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Blog How-tos

How to search Kubernetes logs

By Garland Kan 28 Jun 2017

Loggly is a great platform to send your Kubernetes logs into. While you can run an ELK setup in the Kubernetes cluster, you still have to manage it and understand how it works. If you have high volumes of logs coming in, it’s not an easy job to scale ELK for ingestion and searching needs. Using Loggly allows you to concentrate on running your applications instead of running infrastructure. Loggly will give you everything from searching and dashboarding to alerting.

Sending Kubernetes pod logs to Loggly is pretty quick. If you haven’t read my blog on that topic, you should do that first.

Once logs are coming in, you can do a quick search to pull up some logs. Type “*” into the search bar. By clicking the “+” in the Loggly interface to expand a log event, you will see logs with a similar structure below.

			pod-template-hash: 1321724180
			k8s-app: kube-dns
		 host: ip-10-2-21-163.us-west-2.compute.internal
		 pod_name: kube-dns-1321724180-06lvt
		 container_name: kubedns
		 pod_id: 18f676ae-41ce-11e7-8f6f-0a598f34151a
		 namespace_name: kube-system
		 container_id: fe93db65219113165e796d74e245da0c40d7fd1e7b6304557b487d3307046701
		 I0613 03:00:56.925238       1 dns.go:462] Added SRV record &{Host:jenkins.jenkins.svc.cluster.local. Port:50000 Priority:10 Weight:10 Text: Mail:false Ttl:30 TargetStrip:0 Group: Key:}
		 stream: stderr
			contentType: application/json

Search for all logs from a pod via a Kubernetes label

The Kubernetes Fluentd agent has helped us pull in all of the fields we want from Kubernetes and sent it over to Loggly. This makes it very easy for us to start searching through the logs for the pods that we are interested in.

Let’s say I want to get all of the logs for the “kube-dns”. I can simply put the following into the search field to pull up all kube-dns logs even if I have more than one pod running.


Search for pod logs in a Kubernetes namespace

Since the fields are hierarchical, you can just walk down it to get what you want.

Let’s say we want to pull up all of the ingress logs in our default namespace. We can use this search:

json.kubernetes.namespace_name:default AND json.kubernetes.labels.app:ingress-controller

Usually you would have a namespace for, say, dev1, dev2, and/or qa1 and qa2. Each of these namespaces would have the same pod names because you are usually running the same set of pods for different levels of testing. This means that you have to filter it by the namespace and then query for the pods that you want. To do this, you use the “json.kubernetes.namespace_name” field selector to select the namespace you are interested in and then filter from there.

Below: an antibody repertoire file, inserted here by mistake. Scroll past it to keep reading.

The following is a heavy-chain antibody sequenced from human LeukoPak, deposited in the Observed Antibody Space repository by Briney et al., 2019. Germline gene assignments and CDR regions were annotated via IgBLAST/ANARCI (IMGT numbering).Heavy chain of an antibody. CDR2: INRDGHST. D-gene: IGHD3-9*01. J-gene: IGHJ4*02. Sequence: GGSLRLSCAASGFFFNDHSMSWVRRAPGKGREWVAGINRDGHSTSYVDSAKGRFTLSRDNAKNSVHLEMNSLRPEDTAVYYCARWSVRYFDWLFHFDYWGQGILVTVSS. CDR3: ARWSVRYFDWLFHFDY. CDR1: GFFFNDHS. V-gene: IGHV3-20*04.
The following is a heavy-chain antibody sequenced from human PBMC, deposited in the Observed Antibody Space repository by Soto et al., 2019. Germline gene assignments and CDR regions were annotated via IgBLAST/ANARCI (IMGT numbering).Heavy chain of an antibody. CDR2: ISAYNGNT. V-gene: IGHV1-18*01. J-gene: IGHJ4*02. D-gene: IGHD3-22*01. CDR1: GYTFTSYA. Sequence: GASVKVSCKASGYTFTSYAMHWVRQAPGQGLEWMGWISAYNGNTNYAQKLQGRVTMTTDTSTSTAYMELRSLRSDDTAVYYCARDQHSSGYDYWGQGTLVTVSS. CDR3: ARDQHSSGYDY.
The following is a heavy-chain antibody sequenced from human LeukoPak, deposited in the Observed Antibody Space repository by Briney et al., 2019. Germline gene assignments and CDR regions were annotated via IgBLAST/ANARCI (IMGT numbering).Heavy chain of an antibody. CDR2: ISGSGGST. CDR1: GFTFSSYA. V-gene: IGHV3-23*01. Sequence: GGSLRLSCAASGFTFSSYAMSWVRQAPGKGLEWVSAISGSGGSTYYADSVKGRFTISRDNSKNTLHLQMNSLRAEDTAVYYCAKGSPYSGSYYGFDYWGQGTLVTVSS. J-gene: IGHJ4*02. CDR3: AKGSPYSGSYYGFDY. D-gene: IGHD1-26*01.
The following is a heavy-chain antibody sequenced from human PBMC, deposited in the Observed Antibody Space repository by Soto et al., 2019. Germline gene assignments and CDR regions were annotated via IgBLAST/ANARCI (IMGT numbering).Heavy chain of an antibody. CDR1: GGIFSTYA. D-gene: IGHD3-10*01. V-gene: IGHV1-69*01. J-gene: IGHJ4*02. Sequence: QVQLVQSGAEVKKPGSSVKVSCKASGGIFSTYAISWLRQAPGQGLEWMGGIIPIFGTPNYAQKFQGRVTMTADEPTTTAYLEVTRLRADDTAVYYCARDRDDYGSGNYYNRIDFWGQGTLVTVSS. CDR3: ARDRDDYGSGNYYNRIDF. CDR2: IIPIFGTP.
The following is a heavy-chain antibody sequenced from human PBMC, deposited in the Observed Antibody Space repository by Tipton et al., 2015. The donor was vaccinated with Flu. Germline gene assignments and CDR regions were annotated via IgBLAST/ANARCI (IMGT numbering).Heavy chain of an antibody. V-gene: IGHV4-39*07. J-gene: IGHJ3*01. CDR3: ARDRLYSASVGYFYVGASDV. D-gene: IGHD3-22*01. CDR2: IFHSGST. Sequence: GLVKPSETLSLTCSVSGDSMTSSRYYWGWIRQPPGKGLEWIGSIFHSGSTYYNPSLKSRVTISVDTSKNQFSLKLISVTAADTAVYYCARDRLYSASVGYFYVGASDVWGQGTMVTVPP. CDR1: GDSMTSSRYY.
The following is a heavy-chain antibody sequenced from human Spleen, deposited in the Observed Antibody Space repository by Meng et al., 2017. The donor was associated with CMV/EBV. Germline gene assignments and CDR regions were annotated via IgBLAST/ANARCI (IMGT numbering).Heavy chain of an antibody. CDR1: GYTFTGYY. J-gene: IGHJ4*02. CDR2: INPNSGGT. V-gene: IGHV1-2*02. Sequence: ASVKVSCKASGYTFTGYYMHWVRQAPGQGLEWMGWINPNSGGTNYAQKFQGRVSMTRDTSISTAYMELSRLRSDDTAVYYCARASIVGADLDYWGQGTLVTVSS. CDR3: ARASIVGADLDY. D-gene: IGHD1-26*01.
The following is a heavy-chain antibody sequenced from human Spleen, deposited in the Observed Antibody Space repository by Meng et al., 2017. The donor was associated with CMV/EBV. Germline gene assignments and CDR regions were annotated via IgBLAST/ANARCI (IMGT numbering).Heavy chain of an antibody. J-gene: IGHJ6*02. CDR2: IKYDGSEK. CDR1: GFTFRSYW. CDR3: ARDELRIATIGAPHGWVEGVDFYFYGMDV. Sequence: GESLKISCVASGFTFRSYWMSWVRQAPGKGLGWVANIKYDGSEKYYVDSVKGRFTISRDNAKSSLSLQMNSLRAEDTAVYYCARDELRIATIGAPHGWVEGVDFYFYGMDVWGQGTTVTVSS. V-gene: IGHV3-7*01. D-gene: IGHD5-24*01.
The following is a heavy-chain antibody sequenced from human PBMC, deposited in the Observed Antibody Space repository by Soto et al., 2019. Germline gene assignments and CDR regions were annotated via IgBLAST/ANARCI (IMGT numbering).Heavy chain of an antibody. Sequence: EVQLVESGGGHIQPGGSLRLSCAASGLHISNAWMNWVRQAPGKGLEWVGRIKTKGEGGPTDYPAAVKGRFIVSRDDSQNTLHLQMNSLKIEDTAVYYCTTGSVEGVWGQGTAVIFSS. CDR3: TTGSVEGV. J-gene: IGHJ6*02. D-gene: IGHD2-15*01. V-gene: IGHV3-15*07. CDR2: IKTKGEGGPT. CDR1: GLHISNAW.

Using the Loggly GUI to visually search and drill down on the fields

Another entry point into digging through your Kubernetes logs is to use Loggly Dynamic Field Explorer™. Once again, we can easily search through all of our pod logs because the Fluentd collector running on your Kubernetes cluster is doing a lot of work by putting all of the labels into each log entry.

On the left-hand side, select “JSON” and then in the “Query” box, type  kubernetes. This will bring up all of the “kubernetes” field names that are available.

How To Search Kubernetes

If you are just browsing around, you can select “kubernetes.pod_name” and see what is there:

How To Search Kubernetes

In my demo cluster, I have a few pods like an ingress controller and Jenkins running. Clicking the pod name will give you just the logs for that pod.


Kubernetes is so popular because it has done a lot of the hard work for us. Kubernetes labels all of our pods correctly, which makes it easy for log collectors like Fluentd to aggregate it and then ship it off to a platform like Loggly to ingest. Once in there, we use the powerful GUI that Loggly has built for us to search and parse out the logs we are interested in.

Some common DevOps use cases include:

  • Monitoring and analyzing ingress load balancer request rates
  • Kube DNS logs and monitoring
  • Setting an alert to ensure that there is always one Kube DNS pod running
  • Pulling up logs on the Kubernetes master’s processes

Stay tuned for more!

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Garland Kan

Garland Kan Garland Kan helps customers run large-scale, reliable applications on Amazon Web Services (AWS) by working with engineers and architects to design, build, optimize, and operate infrastructure in the cloud. His specialties are Docker, Kubernetes, systems automation, security, and migrating workloads to container-based workloads. In addition to helping customers build and deploy applications, he writes various blogs to help the community to use Docker-based infrastructures.